By features editor Mat Gallagher
Earlier this year we reported on England Your England, the beautifully shot and emotionally charged series from filmmaker Matt Hopkins. As Matt explains, his latest addition to the series continues the theme of alternative living in London.
‘This film follows a London squatter as he discusses the link between the privatisation of space and the lack of affordable housing in the UK, and acts as a natural progression from ‘Richard’ as we explore alternative living solutions in more depth.
‘I first heard about Pete through Jack Chute – a colleague I work with – who made an animated video of Pete reading one of his many poems. I heard from Jack that Pete squatted in London so I thought he’d be a good character for the series, because of his story but also as he is so eloquent in his delivery of ideas.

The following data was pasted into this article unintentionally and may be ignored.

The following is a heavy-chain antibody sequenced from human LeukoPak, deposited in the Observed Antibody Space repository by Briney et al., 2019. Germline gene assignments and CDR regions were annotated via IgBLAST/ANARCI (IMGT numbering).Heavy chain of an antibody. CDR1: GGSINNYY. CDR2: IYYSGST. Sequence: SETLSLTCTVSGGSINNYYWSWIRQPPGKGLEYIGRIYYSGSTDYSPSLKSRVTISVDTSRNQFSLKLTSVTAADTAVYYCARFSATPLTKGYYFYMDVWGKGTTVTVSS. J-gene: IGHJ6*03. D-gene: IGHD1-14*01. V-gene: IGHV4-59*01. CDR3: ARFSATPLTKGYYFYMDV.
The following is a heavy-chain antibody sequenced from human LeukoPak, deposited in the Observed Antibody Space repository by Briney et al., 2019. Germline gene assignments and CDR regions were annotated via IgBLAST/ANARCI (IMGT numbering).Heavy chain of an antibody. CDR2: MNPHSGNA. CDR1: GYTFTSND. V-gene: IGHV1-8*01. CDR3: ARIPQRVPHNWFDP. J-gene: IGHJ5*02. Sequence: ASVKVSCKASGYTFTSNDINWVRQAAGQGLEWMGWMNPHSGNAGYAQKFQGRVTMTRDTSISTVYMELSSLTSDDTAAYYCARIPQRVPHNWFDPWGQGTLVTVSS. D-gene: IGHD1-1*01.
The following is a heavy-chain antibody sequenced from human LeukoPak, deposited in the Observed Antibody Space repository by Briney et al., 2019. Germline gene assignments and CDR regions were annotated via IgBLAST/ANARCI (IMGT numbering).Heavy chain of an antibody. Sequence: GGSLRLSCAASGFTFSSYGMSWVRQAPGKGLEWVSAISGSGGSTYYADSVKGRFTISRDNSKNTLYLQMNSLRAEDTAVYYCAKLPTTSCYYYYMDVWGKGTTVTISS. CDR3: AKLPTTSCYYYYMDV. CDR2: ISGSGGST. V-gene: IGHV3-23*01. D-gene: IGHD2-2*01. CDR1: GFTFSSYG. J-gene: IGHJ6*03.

‘We filmed Pete over three dates, which actually included three different squatted homes across London, so we were given a very strong insight into his world of squatting and were able to capture that with almost unlimited freedom.
‘Pete’s most resonant argument for me was his discussion about the privatisation of space. It opened my eyes to think about the number of locations where you are restricted from things, which include filming. So it was really interesting that the process of capturing our shots involved filming in forbidden ‘spaces’ which Pete references so strongly. I filmed for a day in specific spaces I wanted to capture (Olympic Park, Canary Wharf) but a lot of the shots were also captured around other shoots. For example, the aerial shots of the Olympic Park were taken from a hotel I happened to be staying in for another shoot.
‘We shot on the Nikon D800 with Zeiss ZF primes (28, 35, 50, 85) with a digislider slider. We edited on Premiere Pro CS6 and graded in Magic Bullet as before. Shooting on DSLR once again allowed us to shoot in all these locations without too much bother, which was important.’
‘The music was hugely important to this piece and I once again used the composer Dan Graves who worked really hard to get the correct tone to the film which is so important. We talked about the music for a few days and kept trying new things before finally we got to a piece of music that complemented Pete’s words and the visuals extremely well.’